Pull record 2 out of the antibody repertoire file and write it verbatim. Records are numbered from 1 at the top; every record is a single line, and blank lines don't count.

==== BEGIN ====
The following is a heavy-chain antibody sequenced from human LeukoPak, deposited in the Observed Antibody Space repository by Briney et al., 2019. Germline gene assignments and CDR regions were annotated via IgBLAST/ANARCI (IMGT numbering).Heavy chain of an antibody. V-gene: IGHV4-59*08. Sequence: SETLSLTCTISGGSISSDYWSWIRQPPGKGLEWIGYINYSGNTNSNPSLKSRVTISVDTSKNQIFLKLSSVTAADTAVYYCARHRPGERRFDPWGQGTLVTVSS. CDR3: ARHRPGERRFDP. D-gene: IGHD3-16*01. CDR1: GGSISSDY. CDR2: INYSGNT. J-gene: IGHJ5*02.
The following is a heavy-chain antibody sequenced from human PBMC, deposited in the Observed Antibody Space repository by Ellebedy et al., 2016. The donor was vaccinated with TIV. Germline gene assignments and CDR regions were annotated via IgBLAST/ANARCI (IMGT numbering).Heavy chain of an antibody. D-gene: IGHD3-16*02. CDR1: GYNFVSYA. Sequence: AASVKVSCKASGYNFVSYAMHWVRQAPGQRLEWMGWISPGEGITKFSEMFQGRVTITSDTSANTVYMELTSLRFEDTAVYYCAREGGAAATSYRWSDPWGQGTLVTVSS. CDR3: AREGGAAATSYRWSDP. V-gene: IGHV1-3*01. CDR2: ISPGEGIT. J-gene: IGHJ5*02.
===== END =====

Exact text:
The following is a heavy-chain antibody sequenced from human PBMC, deposited in the Observed Antibody Space repository by Ellebedy et al., 2016. The donor was vaccinated with TIV. Germline gene assignments and CDR regions were annotated via IgBLAST/ANARCI (IMGT numbering).Heavy chain of an antibody. D-gene: IGHD3-16*02. CDR1: GYNFVSYA. Sequence: AASVKVSCKASGYNFVSYAMHWVRQAPGQRLEWMGWISPGEGITKFSEMFQGRVTITSDTSANTVYMELTSLRFEDTAVYYCAREGGAAATSYRWSDPWGQGTLVTVSS. CDR3: AREGGAAATSYRWSDP. V-gene: IGHV1-3*01. CDR2: ISPGEGIT. J-gene: IGHJ5*02.